Attention span is the amount of time that a person can concentrate on a task without becoming distracted. Most educators and psychologists agree that the ability to focus one’s attention on a task is crucial for the achievement of one’s goals.
Length of the span
Estimates for the length of human attention span are highly variable and depend on the precise definition of attention being used.
- Focused attention is a short-term response to a stimulus that attracts attention. The attention span for this level is very brief, with a maximum span, without any lapse at all, that may be as short as 8 seconds. This level of attention is attracted by a ringing telephone, or other unexpected occurrence. After a few seconds, it is likely that the person will look away, return to a previous task, or think about something else.
- Sustained attention is the level of attention that produces the consistent results on a task over time. If the task is handling fragile objects, such as hand-washing delicate crystal glasses, then a person showing sustained attention will stay on task and will not break any dishes. A person who loses focus may break a glass or may stop washing the dishes to do something else. Most healthy teenagers and adults are unable to sustain attention on one thing for more than about 40 minutes at a time, although they can choose repeatedly to re-focus on the same thing. This ability to renew attention permits people to “pay attention” to things that last for more than a few minutes, such as long movies.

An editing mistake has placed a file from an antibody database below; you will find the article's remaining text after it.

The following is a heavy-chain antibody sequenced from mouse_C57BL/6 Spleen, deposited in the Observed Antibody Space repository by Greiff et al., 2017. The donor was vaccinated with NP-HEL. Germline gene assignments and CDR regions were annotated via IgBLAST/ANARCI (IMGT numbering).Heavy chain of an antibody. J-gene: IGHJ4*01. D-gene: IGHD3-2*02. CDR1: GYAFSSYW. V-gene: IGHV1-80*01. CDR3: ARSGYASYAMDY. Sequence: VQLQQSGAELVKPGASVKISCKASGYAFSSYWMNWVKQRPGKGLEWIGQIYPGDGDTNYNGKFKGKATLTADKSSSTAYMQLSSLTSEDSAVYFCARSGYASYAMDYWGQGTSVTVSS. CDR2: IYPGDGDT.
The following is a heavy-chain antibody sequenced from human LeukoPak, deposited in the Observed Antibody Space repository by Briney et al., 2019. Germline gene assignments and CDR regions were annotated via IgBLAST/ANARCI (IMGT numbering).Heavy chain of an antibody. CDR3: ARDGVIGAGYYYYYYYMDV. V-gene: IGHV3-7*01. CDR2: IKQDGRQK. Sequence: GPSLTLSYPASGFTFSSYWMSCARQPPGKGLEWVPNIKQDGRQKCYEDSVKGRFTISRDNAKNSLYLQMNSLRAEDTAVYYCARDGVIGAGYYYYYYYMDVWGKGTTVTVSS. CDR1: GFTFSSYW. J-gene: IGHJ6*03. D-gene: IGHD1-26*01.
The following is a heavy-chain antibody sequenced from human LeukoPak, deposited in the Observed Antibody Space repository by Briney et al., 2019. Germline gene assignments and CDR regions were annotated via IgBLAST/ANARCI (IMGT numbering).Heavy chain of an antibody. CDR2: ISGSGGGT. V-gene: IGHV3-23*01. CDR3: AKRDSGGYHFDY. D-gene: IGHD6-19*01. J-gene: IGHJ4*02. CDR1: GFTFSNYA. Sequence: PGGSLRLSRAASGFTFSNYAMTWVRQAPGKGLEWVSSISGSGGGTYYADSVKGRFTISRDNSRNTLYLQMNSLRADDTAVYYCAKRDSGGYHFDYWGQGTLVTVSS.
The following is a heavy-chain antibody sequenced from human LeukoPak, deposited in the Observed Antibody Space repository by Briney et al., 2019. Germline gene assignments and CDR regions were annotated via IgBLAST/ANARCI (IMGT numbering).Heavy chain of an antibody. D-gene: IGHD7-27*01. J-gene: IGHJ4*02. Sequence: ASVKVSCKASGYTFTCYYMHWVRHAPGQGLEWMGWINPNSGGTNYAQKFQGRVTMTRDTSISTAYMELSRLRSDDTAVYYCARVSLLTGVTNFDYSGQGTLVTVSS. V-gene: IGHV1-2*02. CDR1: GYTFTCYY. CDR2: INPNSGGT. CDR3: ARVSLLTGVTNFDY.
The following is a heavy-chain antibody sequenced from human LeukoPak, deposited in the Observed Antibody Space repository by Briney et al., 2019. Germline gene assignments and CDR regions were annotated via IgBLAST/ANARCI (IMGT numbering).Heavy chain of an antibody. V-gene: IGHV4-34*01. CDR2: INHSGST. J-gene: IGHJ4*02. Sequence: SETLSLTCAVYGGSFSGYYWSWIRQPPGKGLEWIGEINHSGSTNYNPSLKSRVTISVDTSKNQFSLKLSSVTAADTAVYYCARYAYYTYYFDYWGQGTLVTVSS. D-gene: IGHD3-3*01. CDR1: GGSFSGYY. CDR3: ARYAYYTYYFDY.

Attention span, as measured by sustained attention, or the time spent continuously on task, varies with age. Older children are capable of longer periods of attention than younger children.
For time-on-task measurements, the type of activity used in the test affects the results, as people are generally capable of a longer attention span when they are doing something that they find enjoyable orintrinsically motivating. Attention is also increased if the person is able to perform the task fluently, compared to a person who has difficulty performing the task, or to the same person when he or she is just learning the task. Fatigue, hunger, noise, and emotional stress reduce time on task. Common estimates for sustained attention to a freely chosen task range from about five minutes for a two-year-old child, to a maximum of around 20 minutes in older children and adults.
After losing attention from a topic, a person may restore it by taking a rest, doing a different kind of activity, changing mental focus, or deliberately choosing to re-focus on the first topic.